F is for ... Free Will

Ideas at the heart of quantum theory, to do with randomness and the character of the molecules that make up the physical matter of our brains, lead some researchers to suggest humans can’t have free will.

Q is for ... Quantum biology

A new and growing field that explores whether many biological processes depend on uniquely quantum processes to work. Under particular scrutiny at the moment are photosynthesis, smell and the navigation of migratory birds.

L is for ... Light

We used to believe light was a wave, then we discovered it had the properties of a particle that we call a photon. Now we know it, like all elementary quantum objects, is both a wave and a particle!

S is for ... Schrödinger Equation

This is the central equation of quantum theory, and describes how any quantum system will behave, and how its observable qualities are likely to manifest in an experiment.

L is for ... Large Hadron Collider (LHC)

At CERN in Geneva, Switzerland, this machine is smashing apart particles in order to discover their constituent parts and the quantum laws that govern their behaviour.

M is for ... Many Worlds Theory

Some researchers think the best way to explain the strange characteristics of the quantum world is to allow that each quantum event creates a new universe.

G is for ... Gravity

Our best theory of gravity no longer belongs to Isaac Newton. It’s Einstein’s General Theory of Relativity. There’s just one problem: it is incompatible with quantum theory. The effort to tie the two together provides the greatest challenge to physics in the 21st century.

S is for ... Superposition

Quantum objects can exist in two or more states at once: an electron in superposition, for example, can simultaneously move clockwise and anticlockwise around a ring-shaped conductor.

Y is for ... Young's Double Slit Experiment

In 1801, Thomas Young proved light was a wave, and overthrew Newton’s idea that light was a “corpuscle”.

B is for ... Bose-Einstein Condensate (BEC)

At extremely low temperatures, quantum rules mean that atoms can come together and behave as if they are one giant super-atom.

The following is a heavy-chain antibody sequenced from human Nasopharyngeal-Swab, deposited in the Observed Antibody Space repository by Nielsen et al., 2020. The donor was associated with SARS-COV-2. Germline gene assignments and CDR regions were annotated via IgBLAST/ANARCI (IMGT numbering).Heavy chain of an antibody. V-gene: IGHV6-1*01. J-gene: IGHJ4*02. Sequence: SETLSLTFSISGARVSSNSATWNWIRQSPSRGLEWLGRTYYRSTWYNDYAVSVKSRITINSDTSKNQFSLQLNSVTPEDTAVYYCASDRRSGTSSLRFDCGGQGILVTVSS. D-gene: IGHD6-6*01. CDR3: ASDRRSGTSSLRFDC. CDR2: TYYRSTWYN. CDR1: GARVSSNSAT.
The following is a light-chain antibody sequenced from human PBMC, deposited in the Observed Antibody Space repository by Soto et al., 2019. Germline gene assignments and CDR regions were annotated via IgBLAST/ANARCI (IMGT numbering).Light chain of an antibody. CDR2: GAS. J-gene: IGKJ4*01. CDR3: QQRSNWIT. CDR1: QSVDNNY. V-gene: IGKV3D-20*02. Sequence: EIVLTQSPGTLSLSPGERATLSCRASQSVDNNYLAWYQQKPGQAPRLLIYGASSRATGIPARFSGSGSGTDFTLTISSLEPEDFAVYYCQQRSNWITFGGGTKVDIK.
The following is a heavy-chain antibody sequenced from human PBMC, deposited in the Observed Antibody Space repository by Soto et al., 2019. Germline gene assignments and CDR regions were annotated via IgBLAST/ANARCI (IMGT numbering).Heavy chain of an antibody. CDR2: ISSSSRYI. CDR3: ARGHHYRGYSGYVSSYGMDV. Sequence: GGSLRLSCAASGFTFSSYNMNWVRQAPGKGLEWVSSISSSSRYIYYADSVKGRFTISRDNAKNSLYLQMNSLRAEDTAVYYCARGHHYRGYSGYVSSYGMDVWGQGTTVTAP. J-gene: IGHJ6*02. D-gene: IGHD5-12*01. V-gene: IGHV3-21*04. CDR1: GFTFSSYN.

D is for ... Dice

Albert Einstein decided quantum theory couldn’t be right because its reliance on probability means everything is a result of chance. “God doesn’t play dice with the world,” he said.

E is for ... Entanglement

When two quantum objects interact, the information they contain becomes shared. This can result in a kind of link between them, where an action performed on one will affect the outcome of an action performed on the other. This “entanglement” applies even if the two particles are half a universe apart.

W is for ... Wavefunction

The mathematics of quantum theory associates each quantum object with a wavefunction that appears in the Schrödinger equation and gives the probability of finding it in any given state.

G is for ... Gluon

These elementary particles hold together the quarks that lie at the heart of matter.

R is for ... Reality

Since the predictions of quantum theory have been right in every experiment ever done, many researchers think it is the best guide we have to the nature of reality. Unfortunately, that still leaves room for plenty of ideas about what reality really is!

N is for ... Nonlocality

When two quantum particles are entangled, it can also be said they are “nonlocal”: their physical proximity does not affect the way their quantum states are linked.

V is for ... Virtual particles

Quantum theory’s uncertainty principle says that since not even empty space can have zero energy, the universe is fizzing with particle-antiparticle pairs that pop in and out of existence. These “virtual” particles are the source of Hawking radiation.

C is for ... Computing

The rules of the quantum world mean that we can process information much faster than is possible using the computers we use now.

W is for ... Wave-particle duality

It is possible to describe an atom, an electron, or a photon as either a wave or a particle. In reality, they are both: a wave and a particle.

P is for ... Probability

Quantum mechanics is a probabilistic theory: it does not give definite answers, but only the probability that an experiment will come up with a particular answer. This was the source of Einstein’s objection that God “does not play dice” with the universe.

R is for ... Randomness

Unpredictability lies at the heart of quantum mechanics. It bothered Einstein, but it also bothers the Dalai Lama.

R is for ... Radioactivity

The atoms of a radioactive substance break apart, emitting particles. It is impossible to predict when the next particle will be emitted as it happens at random. All we can do is give the probability that any particular atom will have decayed by a given time.

S is for ... Schrödinger’s Cat

A hypothetical experiment in which a cat kept in a closed box can be alive and dead at the same time – as long as nobody lifts the lid to take a look.

I is for ... Interferometer

Some of the strangest characteristics of quantum theory can be demonstrated by firing a photon into an interferometer: the device’s output is a pattern that can only be explained by the photon passing simultaneously through two widely-separated slits.

A is for ... Atom

This is the basic building block of matter that creates the world of chemical elements – although it is made up of more fundamental particles.

U is for ... Universe

To many researchers, the universe behaves like a gigantic quantum computer that is busy processing all the information it contains.